I just got back in town, and I have tons of stories to share. The thing that has been on my mind most, however, has been all of the hurricanes hitting Florida where my Mom is. Her home has been thoroughly damaged, the roof collapsed, my old bedroom is destroyed and gone. The one thing found from my room that was okay was a picture of little Greta and I that used to be on the dresser.
A lot of people who live in Florida don’t have power right now. It’s difficult to get calls through, because many of the phone lines are down. My Mom did get through once to say that my family was safe. On the way back to New York in the plane, I watched CNN showing the town in Florida where I spent my teenage years getting hit by torrents of rain and wind bending the trees this way and that. Nature is a powerful thing.
The boardwalk is completely gone. The one in Stuart by the water. The one by the old theater that little Gret and I would run down to and have our lunches. The one that my Mom and I would often picnic at year after year. We would sit there for hours, watching the birds and the tide come in, telling stories and eating the homemade ice cream from the shop down the street.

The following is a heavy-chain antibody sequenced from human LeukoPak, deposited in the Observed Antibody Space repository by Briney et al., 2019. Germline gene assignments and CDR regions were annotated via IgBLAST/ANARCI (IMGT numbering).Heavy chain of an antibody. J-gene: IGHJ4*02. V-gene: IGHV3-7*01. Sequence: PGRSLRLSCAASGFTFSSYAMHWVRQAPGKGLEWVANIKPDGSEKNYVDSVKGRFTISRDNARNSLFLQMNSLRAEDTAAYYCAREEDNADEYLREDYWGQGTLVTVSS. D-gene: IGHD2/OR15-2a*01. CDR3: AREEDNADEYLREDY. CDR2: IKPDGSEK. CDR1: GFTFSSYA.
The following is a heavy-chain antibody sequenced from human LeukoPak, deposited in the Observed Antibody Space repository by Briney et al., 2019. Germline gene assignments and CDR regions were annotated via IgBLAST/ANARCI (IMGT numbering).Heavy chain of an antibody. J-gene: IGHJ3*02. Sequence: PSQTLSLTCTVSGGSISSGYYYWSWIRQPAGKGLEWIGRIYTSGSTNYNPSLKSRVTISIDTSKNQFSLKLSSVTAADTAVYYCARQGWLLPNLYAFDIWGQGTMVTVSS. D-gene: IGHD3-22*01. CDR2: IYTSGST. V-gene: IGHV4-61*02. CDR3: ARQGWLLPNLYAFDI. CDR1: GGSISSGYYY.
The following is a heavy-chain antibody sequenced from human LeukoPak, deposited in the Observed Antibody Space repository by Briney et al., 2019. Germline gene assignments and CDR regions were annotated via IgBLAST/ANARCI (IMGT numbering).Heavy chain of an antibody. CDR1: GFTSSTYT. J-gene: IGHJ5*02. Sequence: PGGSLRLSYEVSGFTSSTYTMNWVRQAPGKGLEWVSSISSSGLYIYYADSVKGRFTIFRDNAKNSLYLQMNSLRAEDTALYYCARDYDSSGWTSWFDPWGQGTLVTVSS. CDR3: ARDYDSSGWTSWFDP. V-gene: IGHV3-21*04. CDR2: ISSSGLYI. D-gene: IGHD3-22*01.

I felt sad hearing those places and things were gone. It was kind of like when my Grandma’s Japanese garden that I loved so much was destroyed by new owners. As sad as I was, the garden will always live in my memory, where no one can touch it. And the boardwalk, and my room how it used to be are now safe there, too.
I’m just thankful that my family and friends are okay. I just got off the phone with my mom this morning and the roof that had been fixed a day before Hurricane Jeanne landed is now half in the pool in the backyard and half in the front yard. My Mom has lived five different places over the past month – evacuating as far as Georgia with my Grandma, then later over to the west coast of Florida. She has a few of her favorite possessions sitting on the dashboard of her car, as she’s been pushed from place to place because of the hurricanes hitting. She taking it all in stride, working hard to just make things right again. And as my Grandma said, “At least the people are okay, because the things are only things in the end.” Those two women are my heroes.
Mark has been working with his fire-fighter teams, surveying damage, and helping others. He said that driving through places around where they live looks like a warzone. A lone television sitting in the middle of the road. Signs wedged into trees. People’s personal possessions strewn everywhere for miles and miles.
I’ve spent the morning trying to arrange a flight to go down and help them rebuild as much as I can. Those times volunteering for Habitat for Humanity are coming into play now! And at the very least, with Grandma’s oven still standing, I can bake up some mean cupcakes as we picnic in the rubble of it all.
I’m so very thankful you are all safe. I can’t wait to give you huge hugs.
Keep up the fight.
I love you guys so much.